Some of the newer lithium chargers (see the manufacturer of your proposed battery, such as Shorai) have fully-controlled chargers now available ...I had been expecting that to happen.  Chargers for lithium batteries are special, or should be, but need not absolutely have to be, but use with common Smart Chargers will take some smarts on your part.  The most expensive lithium batteries, and possibly some few bike types, have electronics assigned to each and every cell separately, to ensure equality of charging; holding charging currents & voltages to a tight specifications.   Since the cells of all batteries you will be using on your engine-powered motorcycles and cars, are in series connection, variation between the cells will cause an unbalance in voltage on any particular cell....and the moreso, the harder it is on the battery.  This can be a problem with many lithium batteries I am discussing in this section of this article.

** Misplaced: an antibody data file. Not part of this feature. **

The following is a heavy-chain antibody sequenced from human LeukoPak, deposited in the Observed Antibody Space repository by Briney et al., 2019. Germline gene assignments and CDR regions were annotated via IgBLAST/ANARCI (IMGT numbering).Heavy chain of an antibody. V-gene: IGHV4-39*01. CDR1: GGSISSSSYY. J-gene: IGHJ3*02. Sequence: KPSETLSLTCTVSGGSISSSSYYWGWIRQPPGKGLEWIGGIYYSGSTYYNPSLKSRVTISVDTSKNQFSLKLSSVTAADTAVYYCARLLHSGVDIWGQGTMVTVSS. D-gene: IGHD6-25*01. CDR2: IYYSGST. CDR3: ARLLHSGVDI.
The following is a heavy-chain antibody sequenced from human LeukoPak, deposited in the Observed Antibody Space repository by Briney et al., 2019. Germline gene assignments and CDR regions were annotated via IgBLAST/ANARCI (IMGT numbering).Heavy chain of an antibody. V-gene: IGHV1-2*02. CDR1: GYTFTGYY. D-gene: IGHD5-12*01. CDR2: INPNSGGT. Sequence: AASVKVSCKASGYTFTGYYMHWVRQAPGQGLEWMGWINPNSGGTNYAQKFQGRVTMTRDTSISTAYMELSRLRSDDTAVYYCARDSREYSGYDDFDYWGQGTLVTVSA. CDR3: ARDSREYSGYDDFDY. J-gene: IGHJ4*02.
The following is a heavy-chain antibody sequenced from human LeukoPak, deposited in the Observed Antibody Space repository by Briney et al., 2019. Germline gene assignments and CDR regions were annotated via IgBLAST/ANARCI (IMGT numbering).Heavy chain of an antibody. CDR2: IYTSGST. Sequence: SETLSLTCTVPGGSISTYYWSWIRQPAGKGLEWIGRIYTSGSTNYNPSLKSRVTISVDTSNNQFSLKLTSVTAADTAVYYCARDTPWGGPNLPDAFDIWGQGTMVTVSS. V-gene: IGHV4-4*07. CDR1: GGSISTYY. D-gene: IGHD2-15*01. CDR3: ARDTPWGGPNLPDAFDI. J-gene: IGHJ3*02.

You do not have to purchase a special charger; ...but you should be extra careful using non-special chargers.  I generally recommend special chargers for lithium batteries.  Truly purposeful lithium battery chargers control the voltage, not just current, for the battery charging when the battery is highly discharged, and more tightly regulate the maximum voltage.  These things are very much not understood by most.  Remember:  You have $$$ invested in that lithium battery; and, you want it to remain reliable.  If your lithium battery has built-in protection, you are far better off, and likely won't need a special charger.  Just do not use one with the high voltage spike output that is for rejuvenation of lead-acid batteries.